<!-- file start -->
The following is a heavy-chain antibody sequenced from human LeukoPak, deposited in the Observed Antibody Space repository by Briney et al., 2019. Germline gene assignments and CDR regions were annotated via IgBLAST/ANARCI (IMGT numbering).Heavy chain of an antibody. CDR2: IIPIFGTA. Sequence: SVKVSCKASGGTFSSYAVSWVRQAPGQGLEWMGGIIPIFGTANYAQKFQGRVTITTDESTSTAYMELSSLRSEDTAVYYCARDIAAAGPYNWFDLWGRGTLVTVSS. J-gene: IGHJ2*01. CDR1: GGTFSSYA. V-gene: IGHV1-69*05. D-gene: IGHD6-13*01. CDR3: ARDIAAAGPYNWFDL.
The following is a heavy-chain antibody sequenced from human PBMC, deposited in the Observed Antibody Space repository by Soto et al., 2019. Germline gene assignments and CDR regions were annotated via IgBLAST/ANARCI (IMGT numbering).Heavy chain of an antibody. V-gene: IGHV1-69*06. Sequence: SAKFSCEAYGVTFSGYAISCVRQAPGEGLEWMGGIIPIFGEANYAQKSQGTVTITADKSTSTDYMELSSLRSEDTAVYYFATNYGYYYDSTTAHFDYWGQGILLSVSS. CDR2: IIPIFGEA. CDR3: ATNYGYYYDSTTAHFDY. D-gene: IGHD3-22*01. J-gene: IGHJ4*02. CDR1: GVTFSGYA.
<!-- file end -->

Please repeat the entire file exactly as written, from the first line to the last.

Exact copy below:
The following is a heavy-chain antibody sequenced from human LeukoPak, deposited in the Observed Antibody Space repository by Briney et al., 2019. Germline gene assignments and CDR regions were annotated via IgBLAST/ANARCI (IMGT numbering).Heavy chain of an antibody. CDR2: IIPIFGTA. Sequence: SVKVSCKASGGTFSSYAVSWVRQAPGQGLEWMGGIIPIFGTANYAQKFQGRVTITTDESTSTAYMELSSLRSEDTAVYYCARDIAAAGPYNWFDLWGRGTLVTVSS. J-gene: IGHJ2*01. CDR1: GGTFSSYA. V-gene: IGHV1-69*05. D-gene: IGHD6-13*01. CDR3: ARDIAAAGPYNWFDL.
The following is a heavy-chain antibody sequenced from human PBMC, deposited in the Observed Antibody Space repository by Soto et al., 2019. Germline gene assignments and CDR regions were annotated via IgBLAST/ANARCI (IMGT numbering).Heavy chain of an antibody. V-gene: IGHV1-69*06. Sequence: SAKFSCEAYGVTFSGYAISCVRQAPGEGLEWMGGIIPIFGEANYAQKSQGTVTITADKSTSTDYMELSSLRSEDTAVYYFATNYGYYYDSTTAHFDYWGQGILLSVSS. CDR2: IIPIFGEA. CDR3: ATNYGYYYDSTTAHFDY. D-gene: IGHD3-22*01. J-gene: IGHJ4*02. CDR1: GVTFSGYA.